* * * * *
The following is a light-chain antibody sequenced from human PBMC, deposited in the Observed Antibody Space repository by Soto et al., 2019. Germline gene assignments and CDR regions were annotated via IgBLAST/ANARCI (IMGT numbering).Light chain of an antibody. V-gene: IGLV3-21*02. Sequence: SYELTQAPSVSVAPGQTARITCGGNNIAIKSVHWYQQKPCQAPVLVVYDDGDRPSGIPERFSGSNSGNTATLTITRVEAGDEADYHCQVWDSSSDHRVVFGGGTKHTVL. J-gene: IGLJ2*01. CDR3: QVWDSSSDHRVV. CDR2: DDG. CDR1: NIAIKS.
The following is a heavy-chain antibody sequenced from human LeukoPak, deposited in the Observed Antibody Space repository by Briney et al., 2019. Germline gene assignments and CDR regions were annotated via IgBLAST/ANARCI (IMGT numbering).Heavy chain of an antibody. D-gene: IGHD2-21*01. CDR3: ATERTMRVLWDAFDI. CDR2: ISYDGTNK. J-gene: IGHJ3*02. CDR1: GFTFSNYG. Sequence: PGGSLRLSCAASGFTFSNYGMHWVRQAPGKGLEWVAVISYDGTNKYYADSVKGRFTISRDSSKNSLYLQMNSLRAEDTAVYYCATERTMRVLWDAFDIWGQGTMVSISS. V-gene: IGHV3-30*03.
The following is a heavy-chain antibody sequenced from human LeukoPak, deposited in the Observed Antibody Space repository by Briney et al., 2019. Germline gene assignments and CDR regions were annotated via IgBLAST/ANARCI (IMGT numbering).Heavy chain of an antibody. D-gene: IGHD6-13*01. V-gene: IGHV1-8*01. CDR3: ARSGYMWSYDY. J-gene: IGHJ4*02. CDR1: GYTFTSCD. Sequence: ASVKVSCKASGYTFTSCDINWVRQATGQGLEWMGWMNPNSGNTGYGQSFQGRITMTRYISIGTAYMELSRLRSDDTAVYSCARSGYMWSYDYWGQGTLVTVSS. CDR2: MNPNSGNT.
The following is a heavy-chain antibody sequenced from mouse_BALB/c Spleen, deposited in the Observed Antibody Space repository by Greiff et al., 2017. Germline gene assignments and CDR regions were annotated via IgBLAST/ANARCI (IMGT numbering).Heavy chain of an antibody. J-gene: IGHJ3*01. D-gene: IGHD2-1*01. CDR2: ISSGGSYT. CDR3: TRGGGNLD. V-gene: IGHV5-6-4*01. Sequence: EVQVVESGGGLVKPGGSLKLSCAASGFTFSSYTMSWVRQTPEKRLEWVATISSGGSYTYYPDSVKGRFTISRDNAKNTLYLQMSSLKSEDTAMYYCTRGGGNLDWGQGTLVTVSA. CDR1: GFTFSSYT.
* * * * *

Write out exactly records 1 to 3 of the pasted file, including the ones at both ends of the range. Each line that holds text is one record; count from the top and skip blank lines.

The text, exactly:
The following is a light-chain antibody sequenced from human PBMC, deposited in the Observed Antibody Space repository by Soto et al., 2019. Germline gene assignments and CDR regions were annotated via IgBLAST/ANARCI (IMGT numbering).Light chain of an antibody. V-gene: IGLV3-21*02. Sequence: SYELTQAPSVSVAPGQTARITCGGNNIAIKSVHWYQQKPCQAPVLVVYDDGDRPSGIPERFSGSNSGNTATLTITRVEAGDEADYHCQVWDSSSDHRVVFGGGTKHTVL. J-gene: IGLJ2*01. CDR3: QVWDSSSDHRVV. CDR2: DDG. CDR1: NIAIKS.
The following is a heavy-chain antibody sequenced from human LeukoPak, deposited in the Observed Antibody Space repository by Briney et al., 2019. Germline gene assignments and CDR regions were annotated via IgBLAST/ANARCI (IMGT numbering).Heavy chain of an antibody. D-gene: IGHD2-21*01. CDR3: ATERTMRVLWDAFDI. CDR2: ISYDGTNK. J-gene: IGHJ3*02. CDR1: GFTFSNYG. Sequence: PGGSLRLSCAASGFTFSNYGMHWVRQAPGKGLEWVAVISYDGTNKYYADSVKGRFTISRDSSKNSLYLQMNSLRAEDTAVYYCATERTMRVLWDAFDIWGQGTMVSISS. V-gene: IGHV3-30*03.
The following is a heavy-chain antibody sequenced from human LeukoPak, deposited in the Observed Antibody Space repository by Briney et al., 2019. Germline gene assignments and CDR regions were annotated via IgBLAST/ANARCI (IMGT numbering).Heavy chain of an antibody. D-gene: IGHD6-13*01. V-gene: IGHV1-8*01. CDR3: ARSGYMWSYDY. J-gene: IGHJ4*02. CDR1: GYTFTSCD. Sequence: ASVKVSCKASGYTFTSCDINWVRQATGQGLEWMGWMNPNSGNTGYGQSFQGRITMTRYISIGTAYMELSRLRSDDTAVYSCARSGYMWSYDYWGQGTLVTVSS. CDR2: MNPNSGNT.